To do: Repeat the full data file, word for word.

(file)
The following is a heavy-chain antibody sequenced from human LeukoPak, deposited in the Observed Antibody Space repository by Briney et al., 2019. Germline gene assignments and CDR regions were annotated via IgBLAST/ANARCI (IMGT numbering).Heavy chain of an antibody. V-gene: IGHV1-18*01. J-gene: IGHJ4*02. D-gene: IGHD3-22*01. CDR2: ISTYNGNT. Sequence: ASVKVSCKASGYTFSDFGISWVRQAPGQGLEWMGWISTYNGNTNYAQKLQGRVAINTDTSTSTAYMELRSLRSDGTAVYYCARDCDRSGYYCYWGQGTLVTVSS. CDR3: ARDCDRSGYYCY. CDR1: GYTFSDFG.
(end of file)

The following is a heavy-chain antibody sequenced from human LeukoPak, deposited in the Observed Antibody Space repository by Briney et al., 2019. Germline gene assignments and CDR regions were annotated via IgBLAST/ANARCI (IMGT numbering).Heavy chain of an antibody. V-gene: IGHV1-18*01. J-gene: IGHJ4*02. D-gene: IGHD3-22*01. CDR2: ISTYNGNT. Sequence: ASVKVSCKASGYTFSDFGISWVRQAPGQGLEWMGWISTYNGNTNYAQKLQGRVAINTDTSTSTAYMELRSLRSDGTAVYYCARDCDRSGYYCYWGQGTLVTVSS. CDR3: ARDCDRSGYYCY. CDR1: GYTFSDFG.